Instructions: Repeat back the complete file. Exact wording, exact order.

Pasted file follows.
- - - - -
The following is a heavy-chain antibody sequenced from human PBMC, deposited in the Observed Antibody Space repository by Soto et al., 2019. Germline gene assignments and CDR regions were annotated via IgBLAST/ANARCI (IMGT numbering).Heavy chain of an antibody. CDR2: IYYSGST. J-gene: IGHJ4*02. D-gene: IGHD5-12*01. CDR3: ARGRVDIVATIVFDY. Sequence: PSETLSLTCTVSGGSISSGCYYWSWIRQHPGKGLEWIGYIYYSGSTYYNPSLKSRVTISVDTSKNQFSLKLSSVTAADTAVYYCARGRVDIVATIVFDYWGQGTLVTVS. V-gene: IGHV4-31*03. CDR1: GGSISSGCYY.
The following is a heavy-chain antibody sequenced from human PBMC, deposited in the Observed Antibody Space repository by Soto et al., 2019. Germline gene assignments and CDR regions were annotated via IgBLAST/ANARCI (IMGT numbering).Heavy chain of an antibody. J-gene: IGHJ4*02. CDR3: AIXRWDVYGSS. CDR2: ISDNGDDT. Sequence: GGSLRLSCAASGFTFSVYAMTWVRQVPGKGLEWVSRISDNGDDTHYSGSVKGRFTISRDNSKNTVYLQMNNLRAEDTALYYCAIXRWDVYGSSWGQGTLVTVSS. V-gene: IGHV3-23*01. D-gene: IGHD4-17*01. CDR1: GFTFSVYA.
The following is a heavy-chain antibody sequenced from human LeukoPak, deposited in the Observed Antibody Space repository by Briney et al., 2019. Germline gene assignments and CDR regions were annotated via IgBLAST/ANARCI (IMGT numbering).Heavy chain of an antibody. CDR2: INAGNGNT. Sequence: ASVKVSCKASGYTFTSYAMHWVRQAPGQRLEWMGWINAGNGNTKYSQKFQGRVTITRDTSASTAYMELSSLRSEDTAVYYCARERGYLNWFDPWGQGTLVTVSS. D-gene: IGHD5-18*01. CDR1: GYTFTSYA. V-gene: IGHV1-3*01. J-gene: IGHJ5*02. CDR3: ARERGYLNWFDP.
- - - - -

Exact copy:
The following is a heavy-chain antibody sequenced from human PBMC, deposited in the Observed Antibody Space repository by Soto et al., 2019. Germline gene assignments and CDR regions were annotated via IgBLAST/ANARCI (IMGT numbering).Heavy chain of an antibody. CDR2: IYYSGST. J-gene: IGHJ4*02. D-gene: IGHD5-12*01. CDR3: ARGRVDIVATIVFDY. Sequence: PSETLSLTCTVSGGSISSGCYYWSWIRQHPGKGLEWIGYIYYSGSTYYNPSLKSRVTISVDTSKNQFSLKLSSVTAADTAVYYCARGRVDIVATIVFDYWGQGTLVTVS. V-gene: IGHV4-31*03. CDR1: GGSISSGCYY.
The following is a heavy-chain antibody sequenced from human PBMC, deposited in the Observed Antibody Space repository by Soto et al., 2019. Germline gene assignments and CDR regions were annotated via IgBLAST/ANARCI (IMGT numbering).Heavy chain of an antibody. J-gene: IGHJ4*02. CDR3: AIXRWDVYGSS. CDR2: ISDNGDDT. Sequence: GGSLRLSCAASGFTFSVYAMTWVRQVPGKGLEWVSRISDNGDDTHYSGSVKGRFTISRDNSKNTVYLQMNNLRAEDTALYYCAIXRWDVYGSSWGQGTLVTVSS. V-gene: IGHV3-23*01. D-gene: IGHD4-17*01. CDR1: GFTFSVYA.
The following is a heavy-chain antibody sequenced from human LeukoPak, deposited in the Observed Antibody Space repository by Briney et al., 2019. Germline gene assignments and CDR regions were annotated via IgBLAST/ANARCI (IMGT numbering).Heavy chain of an antibody. CDR2: INAGNGNT. Sequence: ASVKVSCKASGYTFTSYAMHWVRQAPGQRLEWMGWINAGNGNTKYSQKFQGRVTITRDTSASTAYMELSSLRSEDTAVYYCARERGYLNWFDPWGQGTLVTVSS. D-gene: IGHD5-18*01. CDR1: GYTFTSYA. V-gene: IGHV1-3*01. J-gene: IGHJ5*02. CDR3: ARERGYLNWFDP.